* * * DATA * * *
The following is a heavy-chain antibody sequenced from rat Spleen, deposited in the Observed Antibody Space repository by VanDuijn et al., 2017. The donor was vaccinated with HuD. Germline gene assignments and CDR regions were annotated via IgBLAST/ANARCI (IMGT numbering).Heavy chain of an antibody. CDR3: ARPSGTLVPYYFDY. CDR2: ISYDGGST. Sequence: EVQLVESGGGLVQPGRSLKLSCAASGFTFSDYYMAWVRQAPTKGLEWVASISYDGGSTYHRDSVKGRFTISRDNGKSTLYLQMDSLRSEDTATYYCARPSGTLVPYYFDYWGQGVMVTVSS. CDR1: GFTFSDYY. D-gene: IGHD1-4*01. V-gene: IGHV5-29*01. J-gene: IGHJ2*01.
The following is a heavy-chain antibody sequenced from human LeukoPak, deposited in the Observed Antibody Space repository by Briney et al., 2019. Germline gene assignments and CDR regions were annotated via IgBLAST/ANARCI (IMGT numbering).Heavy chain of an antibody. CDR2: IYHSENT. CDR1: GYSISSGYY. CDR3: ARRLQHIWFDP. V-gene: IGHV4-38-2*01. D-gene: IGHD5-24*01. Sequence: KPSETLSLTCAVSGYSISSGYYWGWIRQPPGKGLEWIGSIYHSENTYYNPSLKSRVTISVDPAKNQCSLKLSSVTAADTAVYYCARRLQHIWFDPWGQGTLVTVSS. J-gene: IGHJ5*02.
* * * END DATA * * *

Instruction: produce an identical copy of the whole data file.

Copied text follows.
The following is a heavy-chain antibody sequenced from rat Spleen, deposited in the Observed Antibody Space repository by VanDuijn et al., 2017. The donor was vaccinated with HuD. Germline gene assignments and CDR regions were annotated via IgBLAST/ANARCI (IMGT numbering).Heavy chain of an antibody. CDR3: ARPSGTLVPYYFDY. CDR2: ISYDGGST. Sequence: EVQLVESGGGLVQPGRSLKLSCAASGFTFSDYYMAWVRQAPTKGLEWVASISYDGGSTYHRDSVKGRFTISRDNGKSTLYLQMDSLRSEDTATYYCARPSGTLVPYYFDYWGQGVMVTVSS. CDR1: GFTFSDYY. D-gene: IGHD1-4*01. V-gene: IGHV5-29*01. J-gene: IGHJ2*01.
The following is a heavy-chain antibody sequenced from human LeukoPak, deposited in the Observed Antibody Space repository by Briney et al., 2019. Germline gene assignments and CDR regions were annotated via IgBLAST/ANARCI (IMGT numbering).Heavy chain of an antibody. CDR2: IYHSENT. CDR1: GYSISSGYY. CDR3: ARRLQHIWFDP. V-gene: IGHV4-38-2*01. D-gene: IGHD5-24*01. Sequence: KPSETLSLTCAVSGYSISSGYYWGWIRQPPGKGLEWIGSIYHSENTYYNPSLKSRVTISVDPAKNQCSLKLSSVTAADTAVYYCARRLQHIWFDPWGQGTLVTVSS. J-gene: IGHJ5*02.